In the enchanting realm of ballooning, where dreams soar as high as the skies themselves, Bert Padelt’s name resonates with innovation and adventure.
Padelt’s ballooning odyssey commenced in the late 1980s when he crafted his first gas balloon. An accomplished balloon pilot himself, Padelt has introduced a dazzling array of balloons, each destined for epic journeys. From traversing the continental United States to conquering the vast Pacific Ocean and embracing the enigmatic allure of the Atlantic, his balloons have raced with the winds.
Besides being an extraordinary balloon pilot and balloon manufacturer, what sets Padelt apart are the pivotal roles he has played as Systems Director and Launch Director in several record-setting ballooning attempts. If you’ve heard of the legendary Steve Fossett and his adventurous ballooning attempts, then Bert Padelt was right there in the thick of it all. Except for Fossett’s first ballooning venture, Padelt played crucial roles as the Systems Director in six or seven of Fossett’s audacious exploits, including his triumphant round-the-world flight in 2002, aboard a balloon meticulously crafted by Cameron. Padelt, however, was involved in every step, from design to equipment testing in England, ensuring that every detail was perfect for the ambitious journey.
And now, visualize the balloon piloted by Richard Abruzzo, soaring through the skies and setting the world distance record in the First Solo Transcontinental US Balloon Flight, from San Diego, California, to the Georgia Coast in 2003. That balloon was Padelt’s creation. Abruzzo flew a distance of 2,074 kilometers in 73 hours 20 minutes.
In the world of high-altitude aspirations, Padelt assumed the mantle of launch director for Sir David Hempleman-Adams. He orchestrated the latter’s two awe-inspiring trans-Atlantic flights. The first in a Roziere balloon flight in an open basket, in 2003, as well as the audacious gas balloon flight in an open basket in 2007.
The 2003 Roziere balloon was built by Cameron, and with Padelt as the launch director, Hempleman-Adams piloted this balloon over a distance of 4427.4 kilometers in 83 hours 17 minutes, setting from New Brunswick, Canada, and touching down in a field in Hambleton, Lancashire, England.
For Hempleman-Adams second crossing of the Atlantic in 2007, Padelt crafted the smallest manned gas balloon system (a mere 37,000 cubic feet!) to ever cross the Atlantic Ocean. Once again, with Padelt as launch director,Hempleman-Adams flew the helium gas balloon from St. John’s, Newfoundland, to Nolay, France, covering 4,227 kilometers in 89 hours and 20 minutes. According to the Fédération Aéronautique Internationale (FAI), this flight etched six records in distance and duration into the history books.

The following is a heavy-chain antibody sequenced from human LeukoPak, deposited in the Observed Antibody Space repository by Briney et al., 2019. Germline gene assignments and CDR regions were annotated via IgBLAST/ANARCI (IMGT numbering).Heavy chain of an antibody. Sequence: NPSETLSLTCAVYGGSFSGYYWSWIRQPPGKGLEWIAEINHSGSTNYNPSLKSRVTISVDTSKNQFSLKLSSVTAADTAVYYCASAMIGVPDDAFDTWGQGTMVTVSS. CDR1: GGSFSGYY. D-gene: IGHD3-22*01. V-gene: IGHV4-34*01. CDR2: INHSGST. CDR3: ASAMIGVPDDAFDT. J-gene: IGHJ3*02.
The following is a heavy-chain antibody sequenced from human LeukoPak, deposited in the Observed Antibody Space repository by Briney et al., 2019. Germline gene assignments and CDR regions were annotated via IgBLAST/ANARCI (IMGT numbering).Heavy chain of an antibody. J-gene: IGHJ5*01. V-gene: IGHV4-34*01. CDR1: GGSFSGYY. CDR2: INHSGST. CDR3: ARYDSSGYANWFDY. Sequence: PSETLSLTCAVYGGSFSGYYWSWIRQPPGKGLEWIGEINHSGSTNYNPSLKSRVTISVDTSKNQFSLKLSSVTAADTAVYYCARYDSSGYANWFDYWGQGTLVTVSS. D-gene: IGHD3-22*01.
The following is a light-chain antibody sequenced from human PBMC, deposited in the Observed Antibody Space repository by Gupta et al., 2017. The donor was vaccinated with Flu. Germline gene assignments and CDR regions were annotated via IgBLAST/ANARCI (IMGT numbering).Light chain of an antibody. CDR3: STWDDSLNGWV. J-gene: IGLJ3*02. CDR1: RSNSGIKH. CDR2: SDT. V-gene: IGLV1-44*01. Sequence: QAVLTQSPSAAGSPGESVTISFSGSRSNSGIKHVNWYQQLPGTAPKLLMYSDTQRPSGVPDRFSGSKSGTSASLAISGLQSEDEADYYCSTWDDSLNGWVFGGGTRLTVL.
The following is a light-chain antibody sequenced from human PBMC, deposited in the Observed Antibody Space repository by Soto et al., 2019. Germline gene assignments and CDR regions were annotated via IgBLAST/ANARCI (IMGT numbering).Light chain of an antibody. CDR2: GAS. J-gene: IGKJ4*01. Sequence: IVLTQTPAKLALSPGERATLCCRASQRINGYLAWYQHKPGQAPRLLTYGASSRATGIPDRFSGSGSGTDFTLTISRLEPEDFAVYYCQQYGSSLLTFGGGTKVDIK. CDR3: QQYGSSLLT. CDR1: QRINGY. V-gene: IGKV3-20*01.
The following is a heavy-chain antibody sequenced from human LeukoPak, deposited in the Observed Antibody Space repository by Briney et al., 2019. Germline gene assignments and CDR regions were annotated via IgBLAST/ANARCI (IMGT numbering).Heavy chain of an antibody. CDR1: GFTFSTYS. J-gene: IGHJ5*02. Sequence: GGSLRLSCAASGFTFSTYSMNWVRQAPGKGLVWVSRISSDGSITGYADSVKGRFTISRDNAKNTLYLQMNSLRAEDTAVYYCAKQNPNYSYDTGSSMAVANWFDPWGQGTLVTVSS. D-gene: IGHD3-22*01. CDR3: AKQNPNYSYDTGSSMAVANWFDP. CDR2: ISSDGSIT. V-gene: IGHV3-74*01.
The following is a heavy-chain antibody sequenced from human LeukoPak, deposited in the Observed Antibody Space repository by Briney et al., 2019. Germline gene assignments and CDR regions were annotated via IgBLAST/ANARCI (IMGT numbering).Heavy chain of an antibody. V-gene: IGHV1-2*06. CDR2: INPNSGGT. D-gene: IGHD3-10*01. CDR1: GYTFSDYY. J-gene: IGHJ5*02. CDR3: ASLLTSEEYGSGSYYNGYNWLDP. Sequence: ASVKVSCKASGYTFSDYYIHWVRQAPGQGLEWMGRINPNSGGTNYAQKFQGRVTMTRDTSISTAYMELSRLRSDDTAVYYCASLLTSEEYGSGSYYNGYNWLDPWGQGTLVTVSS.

In 2015, Padelt’s genius shone again as he built the Two Eagles Transpacific balloon envelope and served as the launch director for the incredible 10,712-kilometer balloon flight across the vast Pacific Ocean. Piloted by Troy Bradley of the United States and Leonid Tiukhtyaev of Russia, they launched from Saga Prefecture, Japan, on January 25th and made a daring landing in the ocean just four miles off the Baja coast on January 31st. Padelt’s expertise was responsible for the logistics, assembly, launch, and recovery procedures.
One of Padelt’s most remarkable achievements is his gas balloon’s record for the longest flight in the prestigious Gordon Bennett Cup, a gas ballooning competition that began in France in 1906. As of now, his gas balloons hold distance and duration records in an impressive 12 out of the 15 categories.
But Padelt’s creativity doesn’t stop at records and achievements; he’s also the creative genius behind the tetrahedron smoke balloon, a memorable contribution to the 2002 Japanese documentary “Return to Nazca.”
Padelt’s ballooning odyssey has earned him a place in the US Ballooning Hall of Fame. He’s been honored with the FAI Montgolfier Diploma, the highest recognition a balloonist can receive worldwide, and the Balloon Federation of America’s prestigious Shields-Trauger Award in 2015, shared with his wife Joanie, in recognition of their distinguished contributions to gas and hot air ballooning.
Now, Bert Padelt is gearing up for his most audacious adventure yet – a trans-Atlantic balloon crossing aboard a hydrogen balloon in an open basket. In this exhilarating expedition, he will share the tiny basket and the open sky with none other than Sir David Hempleman-Adams and the distinguished Swiss explorer, scientist, and entrepreneur, Dr. Frederik Paulsen.
In an era of advanced communication and technology, where few dare to traverse oceans and circumnavigate the globe by balloon, the Atlantic remains a formidable adversary to even the most seasoned balloon pilots. It’s a realm where the winds and weather hold the reins, where each ascent is a dance with destiny, and every descent is a gamble with the unknown. Despite the odds, Padelt and his illustrious companions are poised to etch their names in the annals of aerial exploration.
In the accompanying or soon-to-be-published interviews with Sitara Maruf, Bert Padelt and Sir David Hempleman-Adams unveil the intricacies of their forthcoming flight and offer a glimpse into the enigmatic world of ballooning. Links included below to related articles.
Please look for updates and track this adventure at the links below.
Track Flight: https://torabhaig-atlantic-explorer.com/
By Sitara Maruf
Related articles / interviews:
Balloonists Aim to Cross the Atlantic in a Hydrogen Balloon
Coming up this week: An interview with Sir David Hempleman-Adams!